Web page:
The rumour mill has ground out talk that Disney may be set to try and join the likes of Alphabet and Salesforce in trying to woo Twitter into its bed. But why, why on earth would the company behind Mickey Mouse want to buy Twitter?
Did you know that Steve Jobs used to be Disney’s largest shareholder? During those wilderness years, when Jobs was the former boss of Apple, while he was playing with his next venture, called, appropriately enough, Next, he was also instrumental in the formation of an obscure company called Pixar. But then Pixar produced Toy Story. While Disney seemed to lose the plot, launching one duff movie after another, the world smiled and laughed over the antics of Woody, Buzz Lightyear and friends. The good news from Disney’s point of view is that it had the distribution rights to Pixar movies.
But Disney, under its then boss Michael Eisner, a heavyweight of Hollywood in that era, and Steve Jobs, he of Pixar fame, didn’t get on, and it took Roy Disney, nephew of the late Walt, to sort it all out. Eisner stepped down. Disney bought out Pixar, and Jobs became the biggest shareholder.
Since then, Disney has done some big things – Frozen for example, or the purchase of Marvel Entertainment, or the deal to take on a little-known franchise called Star Wars.
But a long time ago, in a TV company far, far away, Disney got big on live sports, and live events via ESPN, and more recently via a big investment in Vice Media. But a force awakened that threatened to condemn the company’s sports venture to a sleeping death, like Snow White.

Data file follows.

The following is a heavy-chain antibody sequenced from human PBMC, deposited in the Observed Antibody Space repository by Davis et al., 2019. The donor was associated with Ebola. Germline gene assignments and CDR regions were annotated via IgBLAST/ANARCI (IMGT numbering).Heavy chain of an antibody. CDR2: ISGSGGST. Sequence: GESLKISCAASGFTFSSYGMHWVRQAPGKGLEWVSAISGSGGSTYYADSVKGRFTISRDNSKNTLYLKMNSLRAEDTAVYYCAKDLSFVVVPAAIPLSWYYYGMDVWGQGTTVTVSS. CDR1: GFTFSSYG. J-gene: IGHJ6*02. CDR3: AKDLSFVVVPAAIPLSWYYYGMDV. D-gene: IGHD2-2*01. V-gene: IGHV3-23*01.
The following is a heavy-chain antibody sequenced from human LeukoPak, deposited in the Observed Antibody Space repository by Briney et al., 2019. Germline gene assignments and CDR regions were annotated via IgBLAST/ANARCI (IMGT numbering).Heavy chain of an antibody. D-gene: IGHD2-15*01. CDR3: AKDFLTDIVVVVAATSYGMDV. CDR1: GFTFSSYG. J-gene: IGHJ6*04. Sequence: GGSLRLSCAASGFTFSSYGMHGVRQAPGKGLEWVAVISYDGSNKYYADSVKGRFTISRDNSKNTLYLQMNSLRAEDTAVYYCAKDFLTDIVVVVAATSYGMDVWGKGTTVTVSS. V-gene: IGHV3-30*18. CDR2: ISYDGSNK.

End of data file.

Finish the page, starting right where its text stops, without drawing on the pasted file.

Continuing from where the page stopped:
These days, social media channels like Twitter are big on live sports, too.
They pose a disruptive threat to the established order, they may possibly force Disney sports broadcasting to crash to the ground, like an elephant falling out of a tree.
The thing about disruption is that it is difficult to second guess where it is going. One thing that you can do is try and back a few winners, with the hope that you can incorporate them into your business.
Twitter, is an expensive company, it’s valuation to underlying profits is off the charts, but with a market cap of $16 billion, versus $147 billion for Disney, it is cheap enough for the Mickey Mouse company to buy it.
It may not do any harm that Twitter’s boss, Jack Dorsey, sits on Disney board.
What Twitter has an awful lot of is content – many billions of 140 character messages – some of which are funny, others prophetic, others enough to damn their authors. But it is people tweeting videos of the sport, rock concert or whatever live event they are visiting, that has got the likes of Disney worried.
What critics overlook, however, is the unpredictable nature of disruption. What could Kodak, Blockbusters or Nokia have done to avoid the great wave of creative disruption that drowned them? One thing is for, sure, sitting back, resting on their tried and tested business model, going for safe acquisitions was never going to cut it.
Nokia has enjoyed a second life, Blockbusters and Kodak have joined that great corporate graveyard in the sky. Twitter is no prince, set to awake a sleeping Disney, but it does offer a new hope.